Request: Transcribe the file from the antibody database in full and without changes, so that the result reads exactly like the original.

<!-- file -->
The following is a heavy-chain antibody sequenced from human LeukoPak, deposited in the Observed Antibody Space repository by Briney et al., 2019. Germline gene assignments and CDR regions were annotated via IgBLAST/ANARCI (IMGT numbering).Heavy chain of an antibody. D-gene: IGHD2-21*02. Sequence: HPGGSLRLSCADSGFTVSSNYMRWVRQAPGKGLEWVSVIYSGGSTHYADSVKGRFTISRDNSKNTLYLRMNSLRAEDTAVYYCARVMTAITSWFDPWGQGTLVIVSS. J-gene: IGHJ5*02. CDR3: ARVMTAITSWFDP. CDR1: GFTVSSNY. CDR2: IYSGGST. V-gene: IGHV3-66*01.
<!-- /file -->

The following is a heavy-chain antibody sequenced from human LeukoPak, deposited in the Observed Antibody Space repository by Briney et al., 2019. Germline gene assignments and CDR regions were annotated via IgBLAST/ANARCI (IMGT numbering).Heavy chain of an antibody. D-gene: IGHD2-21*02. Sequence: HPGGSLRLSCADSGFTVSSNYMRWVRQAPGKGLEWVSVIYSGGSTHYADSVKGRFTISRDNSKNTLYLRMNSLRAEDTAVYYCARVMTAITSWFDPWGQGTLVIVSS. J-gene: IGHJ5*02. CDR3: ARVMTAITSWFDP. CDR1: GFTVSSNY. CDR2: IYSGGST. V-gene: IGHV3-66*01.